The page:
Home » Heating » Thermal Store Insulation

Thermal Store Insulation

Book Two in the series.
Available in paperback and for Kindle:
The new book: A Bathtub in Our Kitchen

Book One also available
in paperback and Kindle:
Book One: A Bathtub in Our Garden

Please note that the page on the construction of the thermal store ends showing the non-insulated cylinder. It was obviously not left in this condition!
As we already had rolls of glass fibre which were used to insulate the roof of the barn, I used strips of these and simply wrapped them around the thermal store, using baling twine to keep them in place. The photo below shows the result. And see if you can spot the mistake!

(Click photos to enlarge)

The thermal store is the wrapped object on the right; the other wrapped bundle on the left is the cold water cylinder. The red pipes coming out of the thermal store are for the central heating; more on this later.

As previously mentioned, this entire system was built from scratch; I was not an expert in green heating technologies. So despite a lot of research, mistakes were made.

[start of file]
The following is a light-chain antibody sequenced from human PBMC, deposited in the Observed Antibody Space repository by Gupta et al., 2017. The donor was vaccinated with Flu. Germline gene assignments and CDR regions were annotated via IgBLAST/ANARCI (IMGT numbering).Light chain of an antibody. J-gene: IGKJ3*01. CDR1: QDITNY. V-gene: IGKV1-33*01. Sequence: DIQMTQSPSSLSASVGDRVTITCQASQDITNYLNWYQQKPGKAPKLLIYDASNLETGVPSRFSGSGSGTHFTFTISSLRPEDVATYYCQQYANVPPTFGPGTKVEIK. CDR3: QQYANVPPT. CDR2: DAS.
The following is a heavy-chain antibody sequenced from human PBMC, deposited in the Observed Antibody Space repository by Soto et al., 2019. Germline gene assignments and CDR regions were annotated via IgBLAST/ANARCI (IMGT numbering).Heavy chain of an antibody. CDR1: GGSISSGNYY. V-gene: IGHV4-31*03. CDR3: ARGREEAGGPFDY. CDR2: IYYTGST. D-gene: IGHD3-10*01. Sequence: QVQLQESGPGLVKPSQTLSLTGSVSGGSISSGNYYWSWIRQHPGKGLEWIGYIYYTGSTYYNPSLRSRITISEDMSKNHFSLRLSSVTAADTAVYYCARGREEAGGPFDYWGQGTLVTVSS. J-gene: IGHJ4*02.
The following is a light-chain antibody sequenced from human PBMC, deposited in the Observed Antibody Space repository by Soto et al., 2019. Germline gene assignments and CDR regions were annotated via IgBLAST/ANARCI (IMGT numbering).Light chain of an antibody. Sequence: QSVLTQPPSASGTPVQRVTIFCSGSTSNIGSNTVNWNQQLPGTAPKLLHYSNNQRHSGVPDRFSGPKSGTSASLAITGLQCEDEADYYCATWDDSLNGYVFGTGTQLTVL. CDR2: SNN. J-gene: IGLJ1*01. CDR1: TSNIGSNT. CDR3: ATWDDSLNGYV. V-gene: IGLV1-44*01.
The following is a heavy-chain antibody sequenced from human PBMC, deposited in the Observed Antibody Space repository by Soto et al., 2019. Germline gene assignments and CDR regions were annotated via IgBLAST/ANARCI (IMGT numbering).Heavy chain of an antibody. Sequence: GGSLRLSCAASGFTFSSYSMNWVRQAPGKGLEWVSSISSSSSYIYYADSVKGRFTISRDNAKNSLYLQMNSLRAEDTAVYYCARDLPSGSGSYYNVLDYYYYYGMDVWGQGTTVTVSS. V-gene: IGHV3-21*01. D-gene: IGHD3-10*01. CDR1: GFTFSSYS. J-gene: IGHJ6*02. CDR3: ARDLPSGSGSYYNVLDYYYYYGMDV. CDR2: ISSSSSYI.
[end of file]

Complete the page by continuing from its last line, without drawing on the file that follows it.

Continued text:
The original galvanized lid proved useless, as not only was it letting too much heat escape, but water was condensing on the underside and dripping over the rim of the tank onto the glass fibre insulation. I made a new lid by using my router to cut a large diameter circle out of some 18mm plywood. I then painted the underside with some bituminous roofing paint which I had left over from the repair of a flat roof to our house in Reading. An ordinary garden hosepipe was then cut in half lengthways and placed over the rim of the tank, the plywood was then placed on top of this, and the whole thing was compressed and held in place by an old car scissor jack. The thermal store is under a main roofing beam which provides a suitable stop for the top of the jack. You can't see the jack in the photo as it's surrounded with glass fibre.

Update, 2015:
Although the bituminous roofing paint held up fine, the plywood started to disintegrate due to the humidity. The aged FIL had quite a few old metal traffic signs, left over from when he sub-contracted to the local Public Works Department. It turned out that one of these (suitably lined with some insulating rubber) fitted the requirements for a new lid, eliminating the need for the scissor jack at the same time.

On average, the thermal store was losing 5 °C overnight, and we spent eight months without giving it another thought.